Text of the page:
University of North Carolina at Chapel Hill Denies Recognition to Another Christian Group
August 12, 2004
CHAPEL HILL, N.C., August 12, 2004—For the second time in less than two years, the University of North Carolina at Chapel Hill (UNC) has denied recognition to a Christian group, claiming that the group's desire to limit its membership to Christians constitutes "discrimination."
"A Christian group has a right to be Christian, a Muslim group has a right to be Muslim, and a Jewish group has a right to be Jewish," said David French, president of the Foundation for Individual Rights in Education (FIRE). "It seems absurd that anyone in a free society would have to make this argument, but time and time again FIRE has had to fight for this constitutional right at universities."
The Alpha Iota Omega Christian fraternity (AIO) at UNC contacted FIRE when, according to AIO leaders, the university suspended the group's recognition and froze its university account and web access without warning. This occurred after AIO objected to signing an agreement which would have prohibited the use of religious affiliation as a criterion for membership—because following such a policy would defeat the very purpose of having a Christian fraternity. Unrecognized groups do not have official rights at UNC and may not reserve space on campus, apply for funding from mandatory student fees, or take advantage of a variety of other rights and privileges that all recognized groups enjoy.
UNC's decision is all the more shocking in light of the fact that this is the second time in less than two years that FIRE has had to intervene on behalf of a religious student group suffering from discrimination at the hands of UNC's administration. In December of 2002, the very same UNC administrators attempted to force the InterVarsity Christian Fellowship to remove a provision of its constitution that required the officers of that Christian group be Christian. UNC quickly reversed this decision after FIRE publicly exposed its unconstitutional and illiberal actions. Indeed, there have been dozens of cases in which universities have nonsensically punished religious organizations for alleged "discrimination" when they used religious criteria to make religiously significant decisions.
UNC's latest episode of discrimination against religious students began during the fall of 2003, when Segun Olagunju, at that time AIO's president, met with Jonathan Curtis, UNC's assistant director for student activities and organizations, to discuss his concerns about the group's application for recognition. Olagunju reports that during their meeting he offered to submit the fraternity's application to the administration along with an addendum objecting to the clause in the application that prohibits the use of religious affiliation as a criterion for membership. Curtis, the same administrator who initiated action against InterVarsity (and other Christian groups) in 2002, informed Olagunju that AIO was required to agree to the clause or face derecognition. Under these circumstances, AIO, which has been officially recognized every year since January of 1999, decided not to submit the application containing the nondiscrimination clause.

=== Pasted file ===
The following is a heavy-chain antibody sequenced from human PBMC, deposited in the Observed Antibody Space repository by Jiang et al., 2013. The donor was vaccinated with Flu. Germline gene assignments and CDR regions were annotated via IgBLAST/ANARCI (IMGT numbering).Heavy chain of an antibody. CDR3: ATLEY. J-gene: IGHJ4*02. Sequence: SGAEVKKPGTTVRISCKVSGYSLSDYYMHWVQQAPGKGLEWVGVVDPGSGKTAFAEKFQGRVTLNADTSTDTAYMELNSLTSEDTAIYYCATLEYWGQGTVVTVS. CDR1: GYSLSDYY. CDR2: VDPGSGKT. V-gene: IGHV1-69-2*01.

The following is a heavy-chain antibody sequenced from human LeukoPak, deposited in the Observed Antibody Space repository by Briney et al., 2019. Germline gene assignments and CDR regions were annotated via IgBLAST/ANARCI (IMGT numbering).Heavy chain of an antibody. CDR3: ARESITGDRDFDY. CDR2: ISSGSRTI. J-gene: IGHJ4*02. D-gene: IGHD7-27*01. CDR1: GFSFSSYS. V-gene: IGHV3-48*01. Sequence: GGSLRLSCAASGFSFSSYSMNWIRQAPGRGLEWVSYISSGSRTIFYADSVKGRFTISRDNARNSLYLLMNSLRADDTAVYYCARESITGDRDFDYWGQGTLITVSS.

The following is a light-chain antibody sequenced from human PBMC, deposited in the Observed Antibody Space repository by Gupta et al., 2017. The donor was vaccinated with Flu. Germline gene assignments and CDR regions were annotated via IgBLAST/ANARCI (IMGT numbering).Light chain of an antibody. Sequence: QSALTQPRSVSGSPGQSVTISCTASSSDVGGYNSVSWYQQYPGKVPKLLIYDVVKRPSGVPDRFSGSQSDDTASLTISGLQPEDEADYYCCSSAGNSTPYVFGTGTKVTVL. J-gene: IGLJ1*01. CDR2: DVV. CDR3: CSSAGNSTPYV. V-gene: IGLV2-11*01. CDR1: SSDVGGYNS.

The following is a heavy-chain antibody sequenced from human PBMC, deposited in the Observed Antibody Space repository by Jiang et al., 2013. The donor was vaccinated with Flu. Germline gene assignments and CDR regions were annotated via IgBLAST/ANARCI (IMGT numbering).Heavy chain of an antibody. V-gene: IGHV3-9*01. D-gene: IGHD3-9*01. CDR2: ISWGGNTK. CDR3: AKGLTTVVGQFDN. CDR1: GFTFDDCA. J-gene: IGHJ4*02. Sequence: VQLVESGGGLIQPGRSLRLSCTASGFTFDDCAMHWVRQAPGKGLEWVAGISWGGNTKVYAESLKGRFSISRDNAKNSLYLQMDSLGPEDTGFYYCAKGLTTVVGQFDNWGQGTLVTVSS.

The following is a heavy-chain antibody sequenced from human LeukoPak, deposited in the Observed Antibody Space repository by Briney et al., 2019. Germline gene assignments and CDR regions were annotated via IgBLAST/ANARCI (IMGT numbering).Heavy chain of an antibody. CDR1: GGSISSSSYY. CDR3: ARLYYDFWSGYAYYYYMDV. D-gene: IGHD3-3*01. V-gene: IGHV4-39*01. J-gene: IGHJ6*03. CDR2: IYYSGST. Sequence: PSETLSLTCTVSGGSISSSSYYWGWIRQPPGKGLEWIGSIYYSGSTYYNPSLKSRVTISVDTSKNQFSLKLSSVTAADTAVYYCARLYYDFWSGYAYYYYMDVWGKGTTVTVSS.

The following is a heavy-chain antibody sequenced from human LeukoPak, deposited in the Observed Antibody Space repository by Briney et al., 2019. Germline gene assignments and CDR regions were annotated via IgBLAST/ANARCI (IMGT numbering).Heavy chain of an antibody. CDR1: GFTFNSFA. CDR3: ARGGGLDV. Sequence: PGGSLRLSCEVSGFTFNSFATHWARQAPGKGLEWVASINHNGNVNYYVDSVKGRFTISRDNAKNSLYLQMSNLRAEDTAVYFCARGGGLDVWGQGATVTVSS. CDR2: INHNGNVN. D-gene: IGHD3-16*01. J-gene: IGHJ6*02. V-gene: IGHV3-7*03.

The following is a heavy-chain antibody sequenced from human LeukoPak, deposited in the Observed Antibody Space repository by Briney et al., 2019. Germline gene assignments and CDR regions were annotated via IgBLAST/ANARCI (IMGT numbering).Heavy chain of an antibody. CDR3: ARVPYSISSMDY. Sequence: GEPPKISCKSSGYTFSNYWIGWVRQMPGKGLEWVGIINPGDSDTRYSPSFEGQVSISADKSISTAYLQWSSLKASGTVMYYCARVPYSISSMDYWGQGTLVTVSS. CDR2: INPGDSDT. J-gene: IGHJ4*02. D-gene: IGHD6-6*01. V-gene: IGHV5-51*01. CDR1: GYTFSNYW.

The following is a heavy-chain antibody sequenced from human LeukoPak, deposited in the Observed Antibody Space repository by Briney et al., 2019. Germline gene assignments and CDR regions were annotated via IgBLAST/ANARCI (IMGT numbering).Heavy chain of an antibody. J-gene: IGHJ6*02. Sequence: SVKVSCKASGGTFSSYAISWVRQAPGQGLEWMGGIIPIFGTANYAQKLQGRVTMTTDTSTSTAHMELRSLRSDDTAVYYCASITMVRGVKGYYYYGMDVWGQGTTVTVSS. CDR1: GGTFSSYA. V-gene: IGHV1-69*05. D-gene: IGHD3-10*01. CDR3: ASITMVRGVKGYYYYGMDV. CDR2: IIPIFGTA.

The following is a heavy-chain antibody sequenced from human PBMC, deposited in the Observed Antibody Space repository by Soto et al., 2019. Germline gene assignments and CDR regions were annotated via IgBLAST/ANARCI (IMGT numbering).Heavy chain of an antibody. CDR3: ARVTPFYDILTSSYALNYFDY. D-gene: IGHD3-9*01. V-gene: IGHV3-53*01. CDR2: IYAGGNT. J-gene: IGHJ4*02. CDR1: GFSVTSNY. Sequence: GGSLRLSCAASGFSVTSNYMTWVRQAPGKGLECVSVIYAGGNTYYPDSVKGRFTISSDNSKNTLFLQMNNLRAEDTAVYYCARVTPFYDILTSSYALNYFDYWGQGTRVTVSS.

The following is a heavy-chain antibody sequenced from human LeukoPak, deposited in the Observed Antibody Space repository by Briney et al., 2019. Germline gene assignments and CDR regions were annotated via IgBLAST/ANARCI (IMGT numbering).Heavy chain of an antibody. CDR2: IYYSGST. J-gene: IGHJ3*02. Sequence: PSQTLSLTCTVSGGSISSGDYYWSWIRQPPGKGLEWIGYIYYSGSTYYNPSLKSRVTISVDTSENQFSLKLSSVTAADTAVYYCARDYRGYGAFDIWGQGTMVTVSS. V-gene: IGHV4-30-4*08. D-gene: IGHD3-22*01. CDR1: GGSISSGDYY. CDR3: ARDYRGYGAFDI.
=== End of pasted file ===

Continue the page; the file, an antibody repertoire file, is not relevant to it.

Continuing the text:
The members of AIO believe that the clause preventing the fraternity from choosing its members on the basis of religion would hinder its ability to maintain its religious character and mission. AIO defines its mission as, "to train Christian leaders… by upholding the Bible's true standard of righteousness."
"For more than twenty years, it has been the law that public universities must provide equal access to religious student organizations. These universities cannot condition that access on the adoption of nondiscrimination regulations that strike at the heart of the religious character of the group," said FIRE's French.
In July of 2004, FIRE wrote to UNC Chancellor James Moeser, saying, "UNC simply may not use its nondiscrimination policy to dictate how religious student organizations must deal with matters of faith. If UNC allows expressive organizations to exist at all on its campus, then it must allow religious organizations to exist, to select their own members, and to establish policies and practices in pursuit of their goals. No group can control the content of its message if it is unable to choose its messengers." While FIRE also expressed a desire to resolve the matter amicably, UNC has yet to attempt to refute the students' claims or even to defend its actions.
"It is particularly disappointing that UNC has once again denied basic constitutional rights to its religious student organizations. Unlike some other university administrations, UNC's leadership—because of its actions less than two years ago—is intimately familiar with the constitutional rights of religious students. UNC lacks any excuse for its shameful actions," said French.
FIRE is a nonprofit educational foundation that unites civil rights and civil liberties leaders, scholars, journalists, and public intellectuals from across the political and ideological spectrum on behalf of individual rights, due process, freedom of expression, academic freedom, and rights of conscience at our nation's colleges and universities. FIRE's efforts to preserve liberty at UNC and on campuses across America can be viewed at www.thefire.org.
Greg Lukianoff, Director of Legal and Public Advocacy, FIRE: 215-717-3473; firstname.lastname@example.org
David French, President, FIRE: 215-717-3473; email@example.com
James Moeser, Chancellor, UNC-Chapel Hill: 919-962-1365; firstname.lastname@example.org
Jonathan Curtis, Assistant Director for Student Activities and Organizations, UNC-Chapel Hill: 919-962-1461; email@example.com